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Just as it has with you, quarantine upended the way many writers work. Deprived of the social rituals and interactions that feed their writing, many have — because writers gotta write, right? — begun closely inspecting life in their own neck of the pandemic. Going microcosmic, they lavish attention on the small disruptions and humors within their sealed borders, hoping to find larger perspectives on this new reality. Thus the rise of the #quarantinediary — many sites and magazines, including this one, have some version. If the form has gotten so pervasive, and often self-indulgent, that it’s already generated a backlash, it nonetheless feels necessary in some way, a collective attempt to think through this altered state as it unfurls.

On Sunday, Las Vegas Little Theatre debuts its own variant, The Quarantine Monologues (with subsequent performances July 13, 19, and 20). The $15 online-only production comprises 15 one-character scripts selected from the 90-odd submitted by writers around the country. (Three of those chosen are by locals.) Performed by LVLT actors including Gillen Brey, Nicole Unger, and T.J. Larsen, the pieces riff on such quarantine-related themes as social distancing, and working or learning at home. “We thought, ‘Let’s see what’s going on out there with folks in this very difficult time,” says Walter Niejadlik, LVLT’s board president, whose idea this project was. 

“From the days of toilet-paper hoarding and the quest to find it, to dealing with a loved one who’s in isolation, (the monologues) run the gamut,” he says. The tones? “Some are touching, and very moving, and others are over-the-top funny.” Some, he says, feel like they might be direct transcriptions of the writer’s experiences, while others have a more deliberate fictional treatment.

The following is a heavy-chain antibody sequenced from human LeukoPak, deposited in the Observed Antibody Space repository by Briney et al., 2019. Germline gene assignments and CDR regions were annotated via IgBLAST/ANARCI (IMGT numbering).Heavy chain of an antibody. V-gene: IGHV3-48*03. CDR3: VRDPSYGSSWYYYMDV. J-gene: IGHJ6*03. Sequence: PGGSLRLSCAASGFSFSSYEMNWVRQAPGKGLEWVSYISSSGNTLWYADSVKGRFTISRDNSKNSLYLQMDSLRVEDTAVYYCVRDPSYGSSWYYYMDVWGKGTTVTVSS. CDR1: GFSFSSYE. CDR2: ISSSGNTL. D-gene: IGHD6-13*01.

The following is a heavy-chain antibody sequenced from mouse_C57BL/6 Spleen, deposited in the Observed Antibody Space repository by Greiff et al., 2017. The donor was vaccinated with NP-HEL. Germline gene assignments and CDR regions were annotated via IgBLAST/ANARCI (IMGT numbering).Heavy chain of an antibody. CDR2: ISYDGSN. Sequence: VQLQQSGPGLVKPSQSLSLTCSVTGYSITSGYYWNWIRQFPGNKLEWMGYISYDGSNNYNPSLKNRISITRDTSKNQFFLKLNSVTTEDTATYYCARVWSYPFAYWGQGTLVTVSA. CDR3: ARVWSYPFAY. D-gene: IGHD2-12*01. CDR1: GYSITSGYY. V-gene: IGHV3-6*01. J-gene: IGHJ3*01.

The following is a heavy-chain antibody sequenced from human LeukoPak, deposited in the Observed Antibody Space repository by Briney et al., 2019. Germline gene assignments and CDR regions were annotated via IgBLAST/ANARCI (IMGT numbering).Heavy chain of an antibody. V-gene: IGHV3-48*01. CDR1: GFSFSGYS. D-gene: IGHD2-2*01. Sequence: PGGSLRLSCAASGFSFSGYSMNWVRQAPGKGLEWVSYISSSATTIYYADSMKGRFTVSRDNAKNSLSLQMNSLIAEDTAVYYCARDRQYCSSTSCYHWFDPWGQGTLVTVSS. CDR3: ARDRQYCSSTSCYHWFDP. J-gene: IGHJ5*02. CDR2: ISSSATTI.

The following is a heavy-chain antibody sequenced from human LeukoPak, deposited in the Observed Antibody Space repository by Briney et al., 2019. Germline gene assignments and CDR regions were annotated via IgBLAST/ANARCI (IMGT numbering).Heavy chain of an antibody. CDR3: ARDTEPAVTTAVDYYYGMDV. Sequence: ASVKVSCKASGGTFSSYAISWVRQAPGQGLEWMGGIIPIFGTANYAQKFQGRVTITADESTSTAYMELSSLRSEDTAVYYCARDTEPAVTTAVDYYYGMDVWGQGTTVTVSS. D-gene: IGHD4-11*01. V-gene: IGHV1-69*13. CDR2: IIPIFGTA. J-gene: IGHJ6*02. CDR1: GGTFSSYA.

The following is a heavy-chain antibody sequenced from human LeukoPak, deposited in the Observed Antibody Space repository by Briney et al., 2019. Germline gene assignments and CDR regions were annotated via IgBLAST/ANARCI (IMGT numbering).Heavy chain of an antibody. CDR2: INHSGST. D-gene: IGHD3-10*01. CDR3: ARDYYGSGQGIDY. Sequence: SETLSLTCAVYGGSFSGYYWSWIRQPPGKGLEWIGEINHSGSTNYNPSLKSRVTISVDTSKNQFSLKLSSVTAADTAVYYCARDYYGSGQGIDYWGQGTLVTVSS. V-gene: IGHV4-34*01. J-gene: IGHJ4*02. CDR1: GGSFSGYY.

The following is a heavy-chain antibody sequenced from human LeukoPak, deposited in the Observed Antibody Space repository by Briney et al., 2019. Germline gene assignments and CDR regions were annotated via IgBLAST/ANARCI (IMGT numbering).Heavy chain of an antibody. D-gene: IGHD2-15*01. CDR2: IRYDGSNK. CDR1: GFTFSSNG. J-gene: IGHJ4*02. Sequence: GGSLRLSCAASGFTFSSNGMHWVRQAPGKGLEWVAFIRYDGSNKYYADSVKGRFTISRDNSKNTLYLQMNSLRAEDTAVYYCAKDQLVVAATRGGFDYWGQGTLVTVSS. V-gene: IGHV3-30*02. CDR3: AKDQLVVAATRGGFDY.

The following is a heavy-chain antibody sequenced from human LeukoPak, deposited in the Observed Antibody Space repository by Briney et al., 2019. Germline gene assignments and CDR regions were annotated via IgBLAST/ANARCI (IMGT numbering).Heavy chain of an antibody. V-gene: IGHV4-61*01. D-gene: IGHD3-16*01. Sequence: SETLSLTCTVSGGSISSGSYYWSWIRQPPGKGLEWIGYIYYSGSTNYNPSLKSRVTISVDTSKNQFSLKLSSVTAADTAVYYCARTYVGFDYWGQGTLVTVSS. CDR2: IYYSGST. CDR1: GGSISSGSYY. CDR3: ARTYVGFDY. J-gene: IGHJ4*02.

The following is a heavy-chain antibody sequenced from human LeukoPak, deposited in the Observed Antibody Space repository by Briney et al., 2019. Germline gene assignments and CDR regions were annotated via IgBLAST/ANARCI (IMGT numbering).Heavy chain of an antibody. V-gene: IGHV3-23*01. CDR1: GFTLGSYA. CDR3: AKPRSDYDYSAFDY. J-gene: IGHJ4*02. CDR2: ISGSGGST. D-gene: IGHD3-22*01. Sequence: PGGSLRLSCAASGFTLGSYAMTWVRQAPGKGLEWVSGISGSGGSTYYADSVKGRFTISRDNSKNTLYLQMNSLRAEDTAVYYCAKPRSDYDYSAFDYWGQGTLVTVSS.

Of course, quarantine has capsized theater companies as much as writers. Shut down since March, and with the company’s Phase 3 reopening seeming farther away with every COVID-19 update — LVLT recently nudged back the start date of Brighton Beach Memoirs to a surely quixotic August 7 — this is the sort of infill project that might help keep its audience and talent engaged. But (note the $15 ticket price) Quarantine Monologues is a practical necessity for an organization that, like other performing arts groups, exists primarily on ticket sales, which are dormant, and donations, waning now thanks to the stricken economy.

“We have to pay our rent,” Niejadlik says, packing an entire monologue into six words.


The Quarantine Monologues6p July 12, 7p July 13, 6p July 19, 7p July 20, $15,

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